Privacy Concerns in Android Advertising Libraries
Book, Theodore Rand
Wallach, Daniel S.
Doctor of Philosophy
This work investigates privacy characteristics of Android advertising libraries. Taking a sample of 114,000 apps, we extract and classify their ad libraries. We then seek to understand how they make use of sensitive user data. First, we study the use of permission-protected Android API calls that provide access to user data. Here, we measure change over time by distinguishing unique versions of each library, dating them, and calculating their permission usage. We find that the use of most permissions has increased over the last several years, and that more libraries are able to use permissions that pose particular risks to user privacy and security. Next, we shift to the application side and consider information passed directly from the application to the ad library. We do this by reconstructing the APIs for our libraries, and examining how those APIs are used in our sample of Android applications. We find that many applications pass personal information directly to their ad libraries, without any need for the library to query the operating system directly. This behavior is most common in more popular applications, suggesting that the promise of advertising dollars encourages application developers to violate users' privacy. Finally, we examine the interface between ad libraries and their datacenters. Focusing on the most popular ad library, we create a network of simulated mobile devices and collect 225,000 individual ads. We use differential correlation to measure the features used to target ads. We find that ads are targeted by application, time, location and user, and quantify those observations. In sum, we find that ad libraries make use of both the operating system and their host application to collect sensitive information about their users, and that this information is, in turn, used for ad targeting.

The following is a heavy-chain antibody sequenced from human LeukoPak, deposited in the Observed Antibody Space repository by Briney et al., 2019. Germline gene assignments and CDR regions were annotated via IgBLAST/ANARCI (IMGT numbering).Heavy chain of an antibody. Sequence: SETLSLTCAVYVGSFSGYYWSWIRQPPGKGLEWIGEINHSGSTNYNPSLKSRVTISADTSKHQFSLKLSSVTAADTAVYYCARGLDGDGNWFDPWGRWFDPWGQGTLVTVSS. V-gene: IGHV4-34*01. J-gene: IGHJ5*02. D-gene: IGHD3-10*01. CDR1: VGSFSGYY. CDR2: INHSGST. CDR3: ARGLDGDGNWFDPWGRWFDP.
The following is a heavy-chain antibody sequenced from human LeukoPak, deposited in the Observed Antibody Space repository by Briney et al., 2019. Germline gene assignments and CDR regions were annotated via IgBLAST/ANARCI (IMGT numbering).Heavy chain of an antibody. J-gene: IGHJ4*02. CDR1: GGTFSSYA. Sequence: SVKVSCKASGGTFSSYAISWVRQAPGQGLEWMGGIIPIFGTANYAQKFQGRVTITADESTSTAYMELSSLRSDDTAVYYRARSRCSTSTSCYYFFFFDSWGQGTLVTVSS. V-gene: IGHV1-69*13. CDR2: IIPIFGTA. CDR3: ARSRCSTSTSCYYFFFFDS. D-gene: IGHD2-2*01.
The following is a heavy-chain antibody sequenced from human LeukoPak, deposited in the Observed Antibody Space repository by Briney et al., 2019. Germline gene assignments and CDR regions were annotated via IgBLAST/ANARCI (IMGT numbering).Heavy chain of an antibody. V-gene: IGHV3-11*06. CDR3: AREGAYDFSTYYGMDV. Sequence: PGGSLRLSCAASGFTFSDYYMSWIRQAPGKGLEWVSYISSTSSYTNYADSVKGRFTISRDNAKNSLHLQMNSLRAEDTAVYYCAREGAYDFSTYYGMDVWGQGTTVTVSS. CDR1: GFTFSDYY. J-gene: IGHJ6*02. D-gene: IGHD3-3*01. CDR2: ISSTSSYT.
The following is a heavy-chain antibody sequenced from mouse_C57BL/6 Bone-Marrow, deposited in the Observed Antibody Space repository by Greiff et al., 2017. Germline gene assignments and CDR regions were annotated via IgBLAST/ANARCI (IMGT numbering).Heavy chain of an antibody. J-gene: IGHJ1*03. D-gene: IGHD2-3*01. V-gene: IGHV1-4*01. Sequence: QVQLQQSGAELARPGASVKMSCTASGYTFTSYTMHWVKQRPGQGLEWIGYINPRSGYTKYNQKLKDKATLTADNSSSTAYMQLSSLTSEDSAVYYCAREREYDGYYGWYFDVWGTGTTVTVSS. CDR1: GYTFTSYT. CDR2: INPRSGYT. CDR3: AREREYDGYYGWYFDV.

Mobile Devices; Ads; Mobile Ads; Privacy; Security